Across educational levels, accountability pressures require policy decisions to be data-driven. The most visible of these efforts have resulted in widespread standardized testing in K–12 education and an increased use of tests at the undergraduate level. However, such methods are inappropriate for assessing doctoral student outcomes for two reasons. First, research is inherently a generative activity for which quality is judged in part on novelty rather than conformity. Second, doctoral programs are typically highly specialized according to the research interests and expertise of the individual faculty members. Meaningful programmatic or institutional comparisons are limited by the availability of a given specialty across institutions. For these reasons, postsecondary accountability efforts may be most productive when the performance data collected are used for research and formative assessment (i.e., ongoing, internal, and low stakes), rather than for external comparison. Rough proxies of learning, like program completion rates or student satisfaction survey data (23), cannot provide comparable utility for programmatic improvement.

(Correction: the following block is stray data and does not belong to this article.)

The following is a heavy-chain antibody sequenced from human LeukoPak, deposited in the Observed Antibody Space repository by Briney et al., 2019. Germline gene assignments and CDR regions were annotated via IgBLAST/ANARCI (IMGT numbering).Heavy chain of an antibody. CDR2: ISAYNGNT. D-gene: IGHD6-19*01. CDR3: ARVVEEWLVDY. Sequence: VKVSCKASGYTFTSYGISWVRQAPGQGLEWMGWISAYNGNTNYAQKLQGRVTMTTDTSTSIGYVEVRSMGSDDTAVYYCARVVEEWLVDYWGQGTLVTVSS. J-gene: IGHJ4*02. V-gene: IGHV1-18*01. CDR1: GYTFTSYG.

In this context, a need exists for valid, reliable, performance-based data to assess both students' skill development and the educational practices that enhance it. Data collected through instruments such as criterion-based rubrics (24) for core competencies within or across STEM disciplines can enable doctoral programs to demonstrate students' competencies empirically to accreditation groups and future employers. They can also identify which features of programs have the most impact [e.g., (14)]. Without this basic foundation of empirical assessment, we cannot reliably differentiate between effective and ineffective doctoral education practices nor determine which training investments will maximize the return of human capital.

Future Directions

Concerns about competitiveness in STEM fields and about educational systems' capacity to meet anticipated demands for a qualified STEM workforce persist. The number of STEM degrees earned is often a focal issue that is coupled with demands for innovation to accelerate economic growth (25). However, the number of STEM degree holders does not inherently enhance capacity for innovation. Degree attainment is a function of completing academic program requirements, but groundbreaking research occurs as a function of knowledge, skill, and preparation for entry into rapidly changing fields, among other factors (26).